“If people cooked for themselves more, then there wouldn’t be this obesity problem,” was the sentence that I have overheard, many times, in the past few months. The recent furore over the amount of added, or free, sugars in ready meals, smoothies, fruit juice drinks, fizzy drinks and a host of other foodstuffs has got the department of health rushing to its policy-makers and there are talks about taxes on sugary foods, banning 2 for 1 offers on sugary products, removing super-sized drinks from menus, placing taxes on people caught stirring sugar into their tea – okay I made the last one up, but you get the picture.
And it is true that many things that we guzzle down on a daily basis are high in sugar content. The Public Health Authority has dropped the recommended sugar intake down to the equivalent of 11 cubes of sugar a day for adults, which is about 24 grammes. As one can of a well-known fizzy drink contains 36 grammes of free sugars, this is going to be a tough target to meet.
But the blithe assumption that so many smug, if well-meaning, members of the population make is that everyone has the time, knowledge and energy to prepare and eat healthy meals. Cookery, or Home Economics is no longer a statutory subject on the national curriculum, if kids are taught to cook, it is generally in a one-off lesson or as part of a non-core activity programme.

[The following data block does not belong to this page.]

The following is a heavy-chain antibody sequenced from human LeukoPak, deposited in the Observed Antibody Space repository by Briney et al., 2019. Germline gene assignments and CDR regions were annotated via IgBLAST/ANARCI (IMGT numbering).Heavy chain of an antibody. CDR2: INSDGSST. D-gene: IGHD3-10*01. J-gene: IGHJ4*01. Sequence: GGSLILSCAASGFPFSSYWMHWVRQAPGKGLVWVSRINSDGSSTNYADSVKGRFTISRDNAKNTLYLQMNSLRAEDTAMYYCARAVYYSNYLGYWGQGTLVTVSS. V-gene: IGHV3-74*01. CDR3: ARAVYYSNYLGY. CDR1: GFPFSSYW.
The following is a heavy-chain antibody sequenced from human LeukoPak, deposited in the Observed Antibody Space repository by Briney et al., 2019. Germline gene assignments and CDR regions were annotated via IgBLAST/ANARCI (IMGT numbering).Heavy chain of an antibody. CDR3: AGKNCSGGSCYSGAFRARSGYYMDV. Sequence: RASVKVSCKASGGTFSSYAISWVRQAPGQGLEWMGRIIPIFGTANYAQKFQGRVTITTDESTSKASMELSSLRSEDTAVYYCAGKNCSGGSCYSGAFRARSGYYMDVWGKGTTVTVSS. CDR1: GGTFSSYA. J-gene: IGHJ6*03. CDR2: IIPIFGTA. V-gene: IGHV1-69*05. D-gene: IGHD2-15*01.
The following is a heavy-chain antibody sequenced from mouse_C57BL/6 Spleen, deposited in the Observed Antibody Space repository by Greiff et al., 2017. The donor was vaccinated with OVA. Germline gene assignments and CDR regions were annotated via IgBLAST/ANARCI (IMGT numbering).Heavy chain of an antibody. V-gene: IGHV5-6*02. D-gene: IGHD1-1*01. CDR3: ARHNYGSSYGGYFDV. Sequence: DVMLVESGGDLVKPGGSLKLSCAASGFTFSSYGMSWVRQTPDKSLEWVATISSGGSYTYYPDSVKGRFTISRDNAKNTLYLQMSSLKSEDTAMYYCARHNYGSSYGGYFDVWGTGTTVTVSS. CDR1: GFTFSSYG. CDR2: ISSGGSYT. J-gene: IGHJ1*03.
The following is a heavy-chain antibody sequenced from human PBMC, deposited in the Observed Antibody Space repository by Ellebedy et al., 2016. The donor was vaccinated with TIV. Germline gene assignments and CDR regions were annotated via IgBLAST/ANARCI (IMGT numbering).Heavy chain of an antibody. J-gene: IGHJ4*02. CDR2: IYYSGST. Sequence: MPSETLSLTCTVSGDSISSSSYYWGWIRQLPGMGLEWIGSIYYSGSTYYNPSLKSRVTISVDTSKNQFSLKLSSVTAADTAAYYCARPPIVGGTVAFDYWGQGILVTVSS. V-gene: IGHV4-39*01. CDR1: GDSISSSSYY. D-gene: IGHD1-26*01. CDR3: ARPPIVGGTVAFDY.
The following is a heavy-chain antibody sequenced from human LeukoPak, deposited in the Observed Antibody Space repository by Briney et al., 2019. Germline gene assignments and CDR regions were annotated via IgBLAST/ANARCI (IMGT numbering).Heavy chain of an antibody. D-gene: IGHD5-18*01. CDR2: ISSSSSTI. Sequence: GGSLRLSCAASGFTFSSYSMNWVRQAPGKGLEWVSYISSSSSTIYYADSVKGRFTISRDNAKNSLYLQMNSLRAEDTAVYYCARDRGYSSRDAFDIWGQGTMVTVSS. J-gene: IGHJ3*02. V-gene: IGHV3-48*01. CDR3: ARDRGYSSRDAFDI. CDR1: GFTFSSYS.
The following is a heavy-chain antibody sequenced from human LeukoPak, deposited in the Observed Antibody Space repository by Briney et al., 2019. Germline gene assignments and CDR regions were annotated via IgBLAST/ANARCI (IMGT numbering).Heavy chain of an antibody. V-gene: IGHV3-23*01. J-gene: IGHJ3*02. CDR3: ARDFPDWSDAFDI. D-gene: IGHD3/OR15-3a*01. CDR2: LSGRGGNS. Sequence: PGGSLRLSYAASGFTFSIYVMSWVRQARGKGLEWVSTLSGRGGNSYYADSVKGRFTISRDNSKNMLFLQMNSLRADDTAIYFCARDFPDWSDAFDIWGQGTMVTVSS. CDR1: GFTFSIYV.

The last generation to have cookery lessons are now reaching their 40s and 50s, the next generation of mums and even grandmothers may not have had a cookery lesson in their life. Lessons in cake making with granny or mum are a thing of the past as the knowledge is no longer there to be passed down.
Then there is the time factor. There is no getting away from it, we do spend longer at work, or getting to work. If you have to commute to Cambridge, Norwich or London, you are probably leaving home at seven in the morning and getting back at seven at night. Who on earth wants to peel potatoes, measure ingredients or grease tins at that time, when a ready made lasagne needs less than two minutes of prep time – remove packaging and stick in the oven.
Finally there is cost. A family that is struggling to make a monthly income last a month will not want to spend £4.50 on a bunch of asparagus or £6 on a outdoor reared, organic chicken. Value for money is what so many people seek, and in the low-cost supermarkets that is what they can get. Time, convenience and cost – the three main reasons we are becoming a nation of sugar-sodden fatties.
Is there an answer? Not really. There is no single easy solution such as “cook at home more”. Like everything that is a social issue, there are a host of reasons and solutions, but for starters, the government must look at the giant food and drink producers and ask them to take some level of responsibility with what actually goes into their products. But one thing is clear, weaning us off the white stuff is going to need a monumental effort from all sides.